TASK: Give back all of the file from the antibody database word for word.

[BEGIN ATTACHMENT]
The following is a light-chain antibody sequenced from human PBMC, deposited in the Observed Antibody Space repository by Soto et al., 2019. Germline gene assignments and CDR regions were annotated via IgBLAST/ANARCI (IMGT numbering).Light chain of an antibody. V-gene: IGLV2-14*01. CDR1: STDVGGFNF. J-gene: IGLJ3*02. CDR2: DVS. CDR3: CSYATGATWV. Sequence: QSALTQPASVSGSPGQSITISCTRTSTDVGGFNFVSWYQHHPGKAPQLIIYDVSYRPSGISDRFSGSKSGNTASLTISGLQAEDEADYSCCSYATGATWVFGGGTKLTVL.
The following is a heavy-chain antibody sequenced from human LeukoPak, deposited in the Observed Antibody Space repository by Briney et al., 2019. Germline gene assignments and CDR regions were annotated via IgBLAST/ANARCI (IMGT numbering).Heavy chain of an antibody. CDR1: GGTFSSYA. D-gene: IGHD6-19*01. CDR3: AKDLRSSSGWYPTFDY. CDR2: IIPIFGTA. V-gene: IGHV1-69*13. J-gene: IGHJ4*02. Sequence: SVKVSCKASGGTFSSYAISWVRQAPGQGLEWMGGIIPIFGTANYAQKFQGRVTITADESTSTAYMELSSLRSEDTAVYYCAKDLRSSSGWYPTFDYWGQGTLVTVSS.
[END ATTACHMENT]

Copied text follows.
The following is a light-chain antibody sequenced from human PBMC, deposited in the Observed Antibody Space repository by Soto et al., 2019. Germline gene assignments and CDR regions were annotated via IgBLAST/ANARCI (IMGT numbering).Light chain of an antibody. V-gene: IGLV2-14*01. CDR1: STDVGGFNF. J-gene: IGLJ3*02. CDR2: DVS. CDR3: CSYATGATWV. Sequence: QSALTQPASVSGSPGQSITISCTRTSTDVGGFNFVSWYQHHPGKAPQLIIYDVSYRPSGISDRFSGSKSGNTASLTISGLQAEDEADYSCCSYATGATWVFGGGTKLTVL.
The following is a heavy-chain antibody sequenced from human LeukoPak, deposited in the Observed Antibody Space repository by Briney et al., 2019. Germline gene assignments and CDR regions were annotated via IgBLAST/ANARCI (IMGT numbering).Heavy chain of an antibody. CDR1: GGTFSSYA. D-gene: IGHD6-19*01. CDR3: AKDLRSSSGWYPTFDY. CDR2: IIPIFGTA. V-gene: IGHV1-69*13. J-gene: IGHJ4*02. Sequence: SVKVSCKASGGTFSSYAISWVRQAPGQGLEWMGGIIPIFGTANYAQKFQGRVTITADESTSTAYMELSSLRSEDTAVYYCAKDLRSSSGWYPTFDYWGQGTLVTVSS.